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Fed officials see recession in all but name

Two top Federal Reserve officials on Wednesday described the US economy as extremely weak -- whether or not it is technically in recession -- but also said inflation was a concern.

San Francisco Federal Reserve Bank President Janet Yellen said economic prospects are “unusually uncertain,” with growth “at best” at a crawl. “The economy has all but stalled and could even contract over the first half of the year,” Yellen said in a speech to the Bay Area Council’s economic outlook conference. “I’m not ruling out a recession,” she told reporters later. The ultimate designation of a recession  -- two straight quarters of negative growth -- is mostly a technicality, Yellen said. Across the country, Charles Plosser, president of the Philadelphia Federal Reserve Bank, said the economy “feels pretty bad,” regardless of whether a recession is declared. Growth prospects are weak, and the slowdown will have consequences for everything from jobs to production, Plosser told reporters after a speech in Blue Bell, Pennsylvania, north of Philadelphia.

The downbeat comments echoed those from the Fed’s Beige Book assessment of economic conditions between March 5 and April 7, released on Wednesday. The Beige Book said economic conditions were worsening across much of the nation even while food, fuel and raw material prices are increasing. The dreaded “R” word -- recession -- was mentioned for the first time in years, quoting one Boston district contact as saying a recession “probably started in December” for retailers. “The Beige Book either portrayed a slowdown in already sub-par economic conditions, or a deepening recession,” said Michael Gregory, senior economist at BMO Capital Markets in Toronto. Also on Wednesday, Federal Reserve Governor Frederic Mishkin told a Senate panel that small businesses, a major generator of jobs in the US economy, will find it harder and more costly to borrow money as financial market turmoil persists.

 
INFLATION A PROBLEM
Plosser and Yellen, who sit at opposite ends of the Fed’s ideological spectrum, both restated their concern about inflation, which is running high enough for some Fed watchers to suspect the central bank will go slow on any additional interest rate cuts. Mishkin on Wednesday told the Senate Small Business committee that the Fed could lower rates further if needed. “Clearly you can’t get interest rates below zero ... but we actually have interest rates now at 2-1/4% and clearly there is some room to lower them if it’s needed,” Mishkin said. Plosser, who last month voted against the move by the policy-setting Federal Open Market Committee to cut the benchmark federal funds rate by three-fourths of a percentage point, said, “Inflation is a concern, I’ve been saying that for some time.”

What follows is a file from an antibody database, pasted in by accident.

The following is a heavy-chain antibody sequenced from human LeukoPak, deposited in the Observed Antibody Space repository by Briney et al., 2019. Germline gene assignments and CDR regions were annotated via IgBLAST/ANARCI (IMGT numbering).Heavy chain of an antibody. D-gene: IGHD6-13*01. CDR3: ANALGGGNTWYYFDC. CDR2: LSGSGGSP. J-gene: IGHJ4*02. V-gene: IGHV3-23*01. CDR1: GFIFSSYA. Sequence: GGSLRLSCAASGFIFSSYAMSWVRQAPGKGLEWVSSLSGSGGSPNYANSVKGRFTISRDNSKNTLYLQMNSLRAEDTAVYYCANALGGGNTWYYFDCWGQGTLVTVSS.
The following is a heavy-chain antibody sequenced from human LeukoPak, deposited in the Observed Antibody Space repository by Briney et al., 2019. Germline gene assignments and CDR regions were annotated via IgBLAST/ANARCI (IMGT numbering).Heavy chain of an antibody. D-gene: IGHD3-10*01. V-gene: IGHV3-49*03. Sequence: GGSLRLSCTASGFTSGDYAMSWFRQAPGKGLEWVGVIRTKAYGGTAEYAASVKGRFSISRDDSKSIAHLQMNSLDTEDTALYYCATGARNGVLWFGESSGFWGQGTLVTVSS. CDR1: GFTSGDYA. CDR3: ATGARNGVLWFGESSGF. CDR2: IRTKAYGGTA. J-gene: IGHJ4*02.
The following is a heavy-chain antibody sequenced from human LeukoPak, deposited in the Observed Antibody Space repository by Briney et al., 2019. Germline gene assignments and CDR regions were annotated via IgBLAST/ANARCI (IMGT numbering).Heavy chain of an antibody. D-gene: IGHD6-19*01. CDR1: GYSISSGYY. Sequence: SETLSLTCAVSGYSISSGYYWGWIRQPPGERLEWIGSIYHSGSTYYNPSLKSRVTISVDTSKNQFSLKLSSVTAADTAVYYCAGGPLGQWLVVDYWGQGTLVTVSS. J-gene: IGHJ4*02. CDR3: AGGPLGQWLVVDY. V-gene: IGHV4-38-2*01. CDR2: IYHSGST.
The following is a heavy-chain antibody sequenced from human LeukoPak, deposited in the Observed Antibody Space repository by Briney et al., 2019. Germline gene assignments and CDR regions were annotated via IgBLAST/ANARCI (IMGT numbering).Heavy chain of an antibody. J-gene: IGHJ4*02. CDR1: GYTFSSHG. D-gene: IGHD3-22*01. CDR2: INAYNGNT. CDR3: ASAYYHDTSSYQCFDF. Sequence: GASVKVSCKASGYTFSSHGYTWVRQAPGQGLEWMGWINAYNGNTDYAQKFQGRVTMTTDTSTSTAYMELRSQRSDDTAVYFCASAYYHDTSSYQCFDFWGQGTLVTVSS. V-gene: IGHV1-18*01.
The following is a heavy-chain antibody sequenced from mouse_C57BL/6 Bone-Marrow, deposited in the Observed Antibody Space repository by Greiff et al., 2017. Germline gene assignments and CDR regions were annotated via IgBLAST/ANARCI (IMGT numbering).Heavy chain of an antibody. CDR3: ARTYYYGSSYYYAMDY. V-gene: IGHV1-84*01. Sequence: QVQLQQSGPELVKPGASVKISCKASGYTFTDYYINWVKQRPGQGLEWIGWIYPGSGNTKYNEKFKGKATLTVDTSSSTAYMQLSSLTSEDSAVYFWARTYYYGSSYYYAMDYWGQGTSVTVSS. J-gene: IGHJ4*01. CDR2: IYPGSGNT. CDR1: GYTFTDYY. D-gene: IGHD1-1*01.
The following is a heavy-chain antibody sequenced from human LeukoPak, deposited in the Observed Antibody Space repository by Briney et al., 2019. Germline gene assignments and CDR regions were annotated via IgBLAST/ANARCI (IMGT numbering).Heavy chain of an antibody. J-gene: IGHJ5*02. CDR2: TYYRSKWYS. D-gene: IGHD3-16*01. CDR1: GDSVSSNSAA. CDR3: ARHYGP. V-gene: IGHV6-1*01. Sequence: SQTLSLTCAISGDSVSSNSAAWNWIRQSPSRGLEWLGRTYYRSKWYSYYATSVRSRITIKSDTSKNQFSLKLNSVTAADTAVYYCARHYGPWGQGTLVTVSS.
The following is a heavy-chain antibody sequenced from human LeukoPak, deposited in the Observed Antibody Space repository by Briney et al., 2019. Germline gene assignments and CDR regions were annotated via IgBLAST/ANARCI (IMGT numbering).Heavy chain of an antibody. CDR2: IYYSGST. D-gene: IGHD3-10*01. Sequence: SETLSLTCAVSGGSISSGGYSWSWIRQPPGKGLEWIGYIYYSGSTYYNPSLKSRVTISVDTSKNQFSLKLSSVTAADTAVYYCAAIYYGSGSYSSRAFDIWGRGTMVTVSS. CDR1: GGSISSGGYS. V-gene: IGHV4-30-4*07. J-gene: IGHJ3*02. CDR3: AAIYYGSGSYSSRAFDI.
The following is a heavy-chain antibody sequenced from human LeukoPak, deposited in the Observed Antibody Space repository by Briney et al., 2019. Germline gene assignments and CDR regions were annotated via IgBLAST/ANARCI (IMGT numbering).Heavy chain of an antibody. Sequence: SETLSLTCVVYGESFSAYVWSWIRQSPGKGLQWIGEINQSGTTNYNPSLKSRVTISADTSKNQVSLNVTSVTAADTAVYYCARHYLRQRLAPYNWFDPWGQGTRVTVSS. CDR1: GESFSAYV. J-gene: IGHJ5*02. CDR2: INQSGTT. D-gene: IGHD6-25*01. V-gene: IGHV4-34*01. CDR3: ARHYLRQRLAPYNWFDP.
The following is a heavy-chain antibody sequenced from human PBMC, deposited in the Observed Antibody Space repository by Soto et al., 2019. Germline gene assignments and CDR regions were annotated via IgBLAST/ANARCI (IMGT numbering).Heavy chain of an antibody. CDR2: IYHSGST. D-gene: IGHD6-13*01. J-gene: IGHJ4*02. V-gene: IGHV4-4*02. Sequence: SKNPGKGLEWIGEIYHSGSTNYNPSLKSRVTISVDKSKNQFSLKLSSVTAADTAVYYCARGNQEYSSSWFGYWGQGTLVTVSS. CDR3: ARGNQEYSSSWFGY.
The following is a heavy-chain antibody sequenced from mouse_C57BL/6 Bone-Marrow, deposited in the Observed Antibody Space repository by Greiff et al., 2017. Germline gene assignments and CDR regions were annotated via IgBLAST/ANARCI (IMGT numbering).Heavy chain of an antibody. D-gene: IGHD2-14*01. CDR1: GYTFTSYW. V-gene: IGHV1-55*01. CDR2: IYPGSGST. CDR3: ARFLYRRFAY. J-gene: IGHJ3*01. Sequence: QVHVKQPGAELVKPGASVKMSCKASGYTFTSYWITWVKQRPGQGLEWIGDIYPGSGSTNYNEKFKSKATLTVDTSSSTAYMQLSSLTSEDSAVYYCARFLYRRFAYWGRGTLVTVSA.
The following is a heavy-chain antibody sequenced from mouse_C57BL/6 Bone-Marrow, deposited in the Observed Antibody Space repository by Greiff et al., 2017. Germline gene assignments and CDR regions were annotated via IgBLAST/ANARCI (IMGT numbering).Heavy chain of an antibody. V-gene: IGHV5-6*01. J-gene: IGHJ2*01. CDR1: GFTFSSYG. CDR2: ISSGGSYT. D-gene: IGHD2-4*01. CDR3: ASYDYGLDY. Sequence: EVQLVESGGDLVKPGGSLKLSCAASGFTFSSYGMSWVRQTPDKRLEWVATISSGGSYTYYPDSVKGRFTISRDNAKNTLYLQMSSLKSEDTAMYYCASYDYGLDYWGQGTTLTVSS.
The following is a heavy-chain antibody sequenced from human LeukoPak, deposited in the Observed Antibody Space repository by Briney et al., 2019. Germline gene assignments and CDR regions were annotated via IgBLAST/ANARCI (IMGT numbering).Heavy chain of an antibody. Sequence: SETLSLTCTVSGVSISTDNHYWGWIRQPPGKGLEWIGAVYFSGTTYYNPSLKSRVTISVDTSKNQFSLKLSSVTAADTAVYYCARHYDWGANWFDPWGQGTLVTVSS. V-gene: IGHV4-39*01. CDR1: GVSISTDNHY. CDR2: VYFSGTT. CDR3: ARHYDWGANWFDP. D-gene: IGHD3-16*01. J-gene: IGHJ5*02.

Dallas Fed President Richard Fisher also voted against the cut, a rare double dissent. Yellen, who is not an FOMC voting member this year, said the slowing economy will serve as a brake on inflation over time, and looked for core prices to return to a 2% pace of annual increase over the next years. Still, she said the Fed must be careful not to lower rates more than needed in the current easing cycle, saying, “Inflation is a problem.” Although core inflation has stabilized in the past two months, Yellen said price stability cannot be achieved unless headline price pressures, which include food and energy, subside as well. “The Fed cares about total inflation,” she said.

The headline consumer price index rose by 0.3% in March for a year-on-year advance of 4%, according to data released on Wednesday. The Fed’s focus on core inflation assumes that food and energy prices will not keep rising relentlessly, Yellen said. Plosser termed crude oil prices, which traded above $115 per barrel for the first time on Wednesday, "extraordinarilyhigh."

 
MISSION NOT YET ACCOMPLISHED
Speaking aboard the aircraft carrier USS Hornet, Yellen was far from declaring “mission accomplished” for the Fed’s efforts to shield the economy from turmoil related to the collapse of the subprime mortgage market and decline in housing prices. Still, she said the FOMC had taken “significant steps” since September in pushing the federal funds rate down to 2.25% from 5.25%, and that monetary and fiscal stimulus should boost the economy in the H2. The FOMC meets on April 29-30 to consider its next move on interest rates. Financial markets anticipate a one-quarter percentage point cut in the federal funds rate, to 2%. Earlier this month bets were divided between a one-quarter-point ease and a bolder, half-point cut.

Yellen told reporters that the shift in market expectations probably reflected the view that financial conditions have stabilized somewhat since the last FOMC meeting in March. Mishkin told the Senate Small Business Committee the Fed is taking steps beyond movements in lending rates. The Fed is “continually looking at steps to make the markets function better” and has been “quite creative in terms of the steps we’ve taken so far,” he said. (Reuters)